Hann survived the attack.

He later told authorities that he and his wife were sleeping when he woke to a gun in his face, according to CBC. However, he witnessed Jennifer speaking nicely to at least one of the men, leading him to wonder if Jennifer knew the assailants.

"Mr. Pan was interviewed almost a week after the murder, and his version of what transpired inside the Pan residence varied dramatically from the versions told by his daughter," said York Regional Police Det. William Courtice, according to CBC.

As featured in Killer Couples, investigators unwrapped a plot orchestrated by Jennifer, resulting in murder charges against her, Wong, Crawford, Mylvaganam, and Carty.

Carty — later convicted for a separate 2009 murder — was acquitted the double shooting.

Phone records and messages quickly tied Jennifer to her co-conspirators, and soon, Jennifer confessed to police that she’d staged the whole attack. In her defense, Jennifer admitted she offered Crawford $10,000 but said the payment was to have herself — not her parents — murdered so that Jennifer’s younger brother could inherit money from her life insurance policy, according to CBC.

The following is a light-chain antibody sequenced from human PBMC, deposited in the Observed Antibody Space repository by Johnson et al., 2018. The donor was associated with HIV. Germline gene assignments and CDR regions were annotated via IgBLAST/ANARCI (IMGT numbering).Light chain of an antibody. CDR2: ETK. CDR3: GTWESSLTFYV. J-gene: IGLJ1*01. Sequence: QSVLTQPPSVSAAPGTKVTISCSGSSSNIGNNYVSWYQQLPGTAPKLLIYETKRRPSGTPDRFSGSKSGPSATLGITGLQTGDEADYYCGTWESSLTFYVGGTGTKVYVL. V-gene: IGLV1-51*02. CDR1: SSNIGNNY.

Authorities believed Jennifer had her parents killed because she stood to inherit $500,000 and because her parents forbade her from seeing Daniel Wong.

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A Web of Lies

Jennifer had hatched what even her attorney called “an absurd web of lies (and) deceit spanning 10 years,” according to CBC.

It might have started at age 18, when Jennifer was accepted to Ryerson University. But what Hann and Bich didn’t know was that Jennifer chose the Toronto school because she planned to secretly live with Wong, who was then managing a pizzeria. Jennifer visited her parents’ home on the weekends, telling them she lived on campus and expected to transfer to the University of Toronto after two years to study pharmacology.